Friday, April 19, 2013

A Meditation on Death

There's nothing more sobering than writing your Last Will and Testament. While it's important to get your end-of-life details in order, seeing the words "Last Will and Testament" spelled out in front of you is akin to seeing your name engraved in a chunk of polished granite. It's that feeling of finality that shakes you to the core. Let's face it -- we're all going to die. It is a part of life. I know...this doesn't sound too comforting, does it?

For most people, death is that dark unknown to be feared. People fear it because they don't know when it will happen. Some of us live in denial of death; we pretend it doesn't exist, or that it will never happen to us.  We distract ourselves from ever thinking about it. That fear blocks the awareness of what death can actually do for us. Death can actually save us from ourselves when we open up to its teaching.

While I was writing my will, it gave me pause to think about my life and my death, about what I have accomplished and what I would like to accomplish. I thought about the opportunities I took and the ones I missed. I thought about the relationships I've entered and the ones that have since ceased. And I realized my experience of life, moment to moment, has been a series of births and deaths. A moment comes; a moment goes. It's what I do with the moment that is important.

I was a curious child. Probably too curious for my own good, some would say. While my friends were playing with dolls and toys that didn't interest me, I was exploring the woods and my surroundings. I loved the adventure of discovering things. Whenever I came across a dead animal, I couldn't help but wonder about its death and its life. I made it a habit of burying them out of respect. One day I got the bright idea to bring home two dead muskrats. I wanted to know why these two creatures died. I grabbed the muskrats by their tails, dragged them home, and laid them out on top of my mother’s brand new picnic table, the perfect lab table for my new scientific laboratory. My mission was to discover how life worked. And what better way to study life than to study death? Victor Frankenstein, eat your heart out.

I immediately went to work. I sharpened some of my mother’s kitchen knives, laid out some of the needles I found in her sewing basket, and began my search. I made the first incision without any qualms. I slid the knife from the neck all the way below its stomach. I repeated the same incision on the second muskrat. I didn’t want to cut too deeply because I didn’t want to damage any of their organs, so as I made the incisions, I slowly peeled the layers open and pinned them so I could get my ungloved hands inside. Once inside, I suddenly felt deeply connected to something much bigger than myself.  But my exploration stopped when my mother came home.  She wasn't too pleased.  She gasped in horror and made me throw everything away. "Why can't you be a normal child!" she exclaimed in frustration.  Off to my room I was sent.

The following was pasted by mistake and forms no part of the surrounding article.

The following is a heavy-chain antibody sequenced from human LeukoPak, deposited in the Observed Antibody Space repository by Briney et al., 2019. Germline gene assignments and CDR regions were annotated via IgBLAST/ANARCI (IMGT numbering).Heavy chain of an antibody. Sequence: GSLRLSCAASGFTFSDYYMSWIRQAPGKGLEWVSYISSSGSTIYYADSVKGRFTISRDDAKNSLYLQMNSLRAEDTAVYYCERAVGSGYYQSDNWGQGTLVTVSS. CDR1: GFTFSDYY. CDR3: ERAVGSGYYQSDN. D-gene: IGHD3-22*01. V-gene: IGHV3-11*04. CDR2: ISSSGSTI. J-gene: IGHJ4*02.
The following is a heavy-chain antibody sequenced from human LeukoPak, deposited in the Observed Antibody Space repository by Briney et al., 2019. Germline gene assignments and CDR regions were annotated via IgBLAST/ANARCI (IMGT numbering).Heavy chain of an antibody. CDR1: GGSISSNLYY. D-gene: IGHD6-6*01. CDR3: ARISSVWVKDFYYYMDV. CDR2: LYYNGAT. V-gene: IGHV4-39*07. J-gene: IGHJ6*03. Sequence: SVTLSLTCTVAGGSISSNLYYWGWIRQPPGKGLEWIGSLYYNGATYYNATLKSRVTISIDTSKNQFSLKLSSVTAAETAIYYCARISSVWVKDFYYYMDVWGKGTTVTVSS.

I felt terrible after she made me throw the muskrats' bodies into the trash. So, later, while she was taking one of her long showers, I untied the trash bags and carried my muskrats to the back of the yard. I plucked lilac blossoms from the unshaped bushes that lined the fence, grabbed the shovel from the shed, and proceeded to give them the proper burial they deserved. I prayed, “God, please accept these muskrats into heaven. Amen.” I covered them up and placed the lilacs on their little graves. God had two new playmates in heaven, and I helped them get there.  I never did discover what made them die, but I did discover a new-found respect for life at an early age.  I made friends with death that day.  I even told my mother that I wanted to be a pathologist.  I was sent to my room...again.

Every year we celebrate a birthday.  Have you ever stopped to think that every year you also pass your death day, that day when you will shed your physical shell and depart life as you know it?  What day will that be?  Will it be on August 10th in 40 years?  Will it be on December 22nd in ten years?  We will never know until that day arrives.  

How does one possibly make friends with death?  It requires that we change our whole approach.  First, you must challenge your fear about it. Examine your beliefs about death.  Where did these beliefs originate? How did you develop your beliefs about it? Once you become conscious about those fears, then you can work to overcome them either through prayer and meditation, research and study, or some kind of counseling.  When you face your fear, you take control of it and you take control of your life.  Deprive death of its strangeness.

Second, cultivate an awareness of the immediacy of death.  For many, this is a frightening thought because it threatens our sense of control.  But at any given moment, realize that a part of our life is already gone.  The other part has yet to happen.  If you're 40, then 39 years are gone forever. Such a realization that death is imminent helps us to reconnect with the immediacy of life in the here and now. Keeping the thought of death in the forefront of our mind is to remember what is uniquely important to each of us. Being aware of the uncertainty of the time and date of our death is to be mindful that we are still alive. To accept death is to accept life.

When we accept death as a part of life, then we free ourselves from the fear of it. We free ourselves to live authentic, meaningful lives. We don't waste any part of life. We stop postponing what we really want. We begin to appreciate all that we have. In this way, death becomes a wise adviser and a true friend.

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